By Dennis Cushman
A June decision by the state Court of Appeal threatens to significantly weaken ratepayer protections instituted by Proposition 26, unless the state’s high court intervenes.
When voters approved Proposition 26 in 2010, one of the fundamental principles was that state and local governments must be able to demonstrate that a charge to ratepayers does not exceed the necessary cost of the service, and that it bears a reasonable relationship to the benefits the payers receive.
The San Diego County Water Authority sued the Los Angeles-based Metropolitan Water District (MWD) of Southern California in 2010 alleging that MWD was adding State Water Project costs on top of the price it was charging to transport the Water Authority’s independent water supply through MWD’s Colorado River Aqueduct. Over time, MWD’s added charges, unrelated to the costs it actually incurs to provide transportation service, would top $7 billion.
Based on an extensive evidentiary record, the trial court found that state law and the state constitution prohibit MWD from including State Water Project costs in the price it charges for the transportation-only services. The state Court of Appeal issued an adverse ruling in June on that issue, breaking with other appellate court rulings and setting a dangerous precedent for California ratepayers.
The Water Authority has petitioned for review by the California Supreme Court, citing Proposition 26 requirements, and arguing: “The (appellate) court’s decision permits public agencies to evade the only protections vulnerable ratepayers have against otherwise unregulated and unaccountable public utilities.”
The petition further describes how the Court of Appeal’s decision stretches Proposition 26 requirements of cost-causation and proportionality “beyond recognition.” The decision weakens the cost control function of cost-causation and proportionality by opening the door to increasingly tenuous relationships between services and costs, allowing agencies like MWD to substitute self-serving claims of “regional” or “systemwide” benefits in lieu of evidence to support such generalizations. The Court of Appeal decision also undermines the cost accountability function of Proposition 26 cost-causation and proportionality requirements by condoning the kind of cost-spreading that allows agencies to pile on extra costs by obscuring waste and inefficiency.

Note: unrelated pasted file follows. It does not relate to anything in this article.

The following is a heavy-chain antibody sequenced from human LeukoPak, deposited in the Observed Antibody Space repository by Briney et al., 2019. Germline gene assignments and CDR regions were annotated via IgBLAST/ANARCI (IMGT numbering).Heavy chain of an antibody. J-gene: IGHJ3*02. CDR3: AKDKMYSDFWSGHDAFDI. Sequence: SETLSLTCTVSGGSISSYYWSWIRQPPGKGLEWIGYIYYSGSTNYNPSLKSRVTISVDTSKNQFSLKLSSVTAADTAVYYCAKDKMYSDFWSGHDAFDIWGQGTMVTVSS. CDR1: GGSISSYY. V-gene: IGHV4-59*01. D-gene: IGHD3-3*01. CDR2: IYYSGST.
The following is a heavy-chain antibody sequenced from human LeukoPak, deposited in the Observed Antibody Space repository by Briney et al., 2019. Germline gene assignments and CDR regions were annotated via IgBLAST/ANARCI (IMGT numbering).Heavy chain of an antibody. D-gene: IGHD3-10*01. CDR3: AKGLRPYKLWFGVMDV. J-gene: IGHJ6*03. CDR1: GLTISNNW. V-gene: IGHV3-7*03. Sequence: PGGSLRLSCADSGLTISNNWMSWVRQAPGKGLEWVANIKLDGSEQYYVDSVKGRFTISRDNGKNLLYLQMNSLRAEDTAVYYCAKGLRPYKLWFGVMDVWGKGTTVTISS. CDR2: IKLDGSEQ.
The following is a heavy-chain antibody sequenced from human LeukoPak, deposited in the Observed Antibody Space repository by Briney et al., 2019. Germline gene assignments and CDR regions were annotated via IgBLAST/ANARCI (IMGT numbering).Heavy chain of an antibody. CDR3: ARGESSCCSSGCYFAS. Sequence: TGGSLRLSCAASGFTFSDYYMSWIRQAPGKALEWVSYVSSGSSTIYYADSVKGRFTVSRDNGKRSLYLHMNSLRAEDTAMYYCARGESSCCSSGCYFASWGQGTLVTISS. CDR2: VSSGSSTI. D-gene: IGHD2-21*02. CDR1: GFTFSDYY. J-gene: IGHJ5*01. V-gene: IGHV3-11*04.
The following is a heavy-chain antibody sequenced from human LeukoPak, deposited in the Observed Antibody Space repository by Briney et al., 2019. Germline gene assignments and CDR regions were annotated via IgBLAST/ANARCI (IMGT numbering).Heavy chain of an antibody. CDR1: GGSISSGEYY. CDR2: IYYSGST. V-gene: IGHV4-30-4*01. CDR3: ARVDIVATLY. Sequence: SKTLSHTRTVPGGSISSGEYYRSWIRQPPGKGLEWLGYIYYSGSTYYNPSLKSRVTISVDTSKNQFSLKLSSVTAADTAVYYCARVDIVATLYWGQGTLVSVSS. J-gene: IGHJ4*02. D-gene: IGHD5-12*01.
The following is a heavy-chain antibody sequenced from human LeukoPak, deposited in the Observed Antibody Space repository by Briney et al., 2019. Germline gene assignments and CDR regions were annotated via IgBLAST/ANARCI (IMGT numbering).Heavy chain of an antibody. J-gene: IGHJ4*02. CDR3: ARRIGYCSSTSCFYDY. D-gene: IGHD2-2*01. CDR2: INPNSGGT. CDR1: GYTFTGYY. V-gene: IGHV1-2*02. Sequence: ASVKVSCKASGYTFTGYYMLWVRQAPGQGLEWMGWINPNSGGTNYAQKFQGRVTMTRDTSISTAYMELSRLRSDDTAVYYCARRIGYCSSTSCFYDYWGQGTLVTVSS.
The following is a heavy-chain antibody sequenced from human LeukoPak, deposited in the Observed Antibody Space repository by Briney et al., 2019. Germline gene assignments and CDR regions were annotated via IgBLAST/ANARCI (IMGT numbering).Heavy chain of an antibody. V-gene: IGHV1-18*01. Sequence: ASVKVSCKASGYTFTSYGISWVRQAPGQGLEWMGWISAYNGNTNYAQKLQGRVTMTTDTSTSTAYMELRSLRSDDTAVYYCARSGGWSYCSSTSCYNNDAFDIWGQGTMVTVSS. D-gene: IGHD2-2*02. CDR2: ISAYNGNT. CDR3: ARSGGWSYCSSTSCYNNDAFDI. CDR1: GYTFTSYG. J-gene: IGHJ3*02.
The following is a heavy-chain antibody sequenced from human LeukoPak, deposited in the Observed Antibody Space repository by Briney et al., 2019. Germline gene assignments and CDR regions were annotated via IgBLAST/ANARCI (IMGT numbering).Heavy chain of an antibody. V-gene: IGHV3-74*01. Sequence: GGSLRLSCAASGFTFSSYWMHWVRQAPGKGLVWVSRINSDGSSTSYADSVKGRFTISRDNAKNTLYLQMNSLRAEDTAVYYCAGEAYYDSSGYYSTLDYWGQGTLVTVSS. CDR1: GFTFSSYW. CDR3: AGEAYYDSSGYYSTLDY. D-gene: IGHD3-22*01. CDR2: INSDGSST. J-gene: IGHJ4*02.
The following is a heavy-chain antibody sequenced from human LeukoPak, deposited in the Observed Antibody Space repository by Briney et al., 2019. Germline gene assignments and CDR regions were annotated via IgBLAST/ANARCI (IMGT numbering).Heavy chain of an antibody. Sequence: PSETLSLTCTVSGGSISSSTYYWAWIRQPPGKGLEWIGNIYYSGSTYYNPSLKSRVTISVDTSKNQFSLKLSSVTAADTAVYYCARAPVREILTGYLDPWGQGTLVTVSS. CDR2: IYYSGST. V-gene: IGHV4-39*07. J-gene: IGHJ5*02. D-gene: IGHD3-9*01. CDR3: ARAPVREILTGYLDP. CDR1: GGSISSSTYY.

The decision also undermines sensible efficiencies intended under the state’s wheeling law, designed to encourage full use of existing water delivery facilities before asking ratepayers to shoulder the cost of new projects.
Unless the high court accepts review of the decision, a nearly 40-year effort by California voters to rein in government charges and increase political accountability will be crippled, and the citizens of California will be the losers.
CalTax is joining the Water Authority as a friend of the court in hopes of ensuring that the safeguards voters fought so hard to secure in 2010 are not unraveled by an agency with monopoly control over Southern California’s water distribution system – the very kind of agency that most needs our vigilance, and one whose regulatory abuses Proposition 26 was intended to prohibit.
The state Supreme Court is expected to determine by September 29 whether it will review the case. If so, a final ruling could be 18 to 24 months away.
To learn more about the case, go to www.sdcwa.org/mwdrate-challenge.
Dennis Cushman is assistant general manager of the San Diego County Water Authority.
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